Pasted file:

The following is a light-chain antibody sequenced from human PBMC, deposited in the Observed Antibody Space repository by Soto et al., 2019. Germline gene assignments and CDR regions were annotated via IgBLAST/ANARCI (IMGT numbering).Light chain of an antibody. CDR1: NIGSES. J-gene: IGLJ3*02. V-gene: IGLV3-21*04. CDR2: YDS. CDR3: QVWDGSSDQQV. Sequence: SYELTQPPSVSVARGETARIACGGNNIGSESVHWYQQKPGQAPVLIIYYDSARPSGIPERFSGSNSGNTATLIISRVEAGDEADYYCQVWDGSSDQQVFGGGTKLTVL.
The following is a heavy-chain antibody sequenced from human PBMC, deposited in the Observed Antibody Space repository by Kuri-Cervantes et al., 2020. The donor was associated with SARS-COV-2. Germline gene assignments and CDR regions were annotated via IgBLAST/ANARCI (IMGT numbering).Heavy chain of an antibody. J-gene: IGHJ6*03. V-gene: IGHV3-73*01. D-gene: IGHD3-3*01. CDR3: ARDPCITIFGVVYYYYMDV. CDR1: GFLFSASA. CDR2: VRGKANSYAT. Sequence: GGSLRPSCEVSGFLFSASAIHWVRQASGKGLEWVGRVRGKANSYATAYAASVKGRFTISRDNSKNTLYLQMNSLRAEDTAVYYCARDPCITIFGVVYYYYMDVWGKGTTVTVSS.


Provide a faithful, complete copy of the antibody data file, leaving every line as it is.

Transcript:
The following is a light-chain antibody sequenced from human PBMC, deposited in the Observed Antibody Space repository by Soto et al., 2019. Germline gene assignments and CDR regions were annotated via IgBLAST/ANARCI (IMGT numbering).Light chain of an antibody. CDR1: NIGSES. J-gene: IGLJ3*02. V-gene: IGLV3-21*04. CDR2: YDS. CDR3: QVWDGSSDQQV. Sequence: SYELTQPPSVSVARGETARIACGGNNIGSESVHWYQQKPGQAPVLIIYYDSARPSGIPERFSGSNSGNTATLIISRVEAGDEADYYCQVWDGSSDQQVFGGGTKLTVL.
The following is a heavy-chain antibody sequenced from human PBMC, deposited in the Observed Antibody Space repository by Kuri-Cervantes et al., 2020. The donor was associated with SARS-COV-2. Germline gene assignments and CDR regions were annotated via IgBLAST/ANARCI (IMGT numbering).Heavy chain of an antibody. J-gene: IGHJ6*03. V-gene: IGHV3-73*01. D-gene: IGHD3-3*01. CDR3: ARDPCITIFGVVYYYYMDV. CDR1: GFLFSASA. CDR2: VRGKANSYAT. Sequence: GGSLRPSCEVSGFLFSASAIHWVRQASGKGLEWVGRVRGKANSYATAYAASVKGRFTISRDNSKNTLYLQMNSLRAEDTAVYYCARDPCITIFGVVYYYYMDVWGKGTTVTVSS.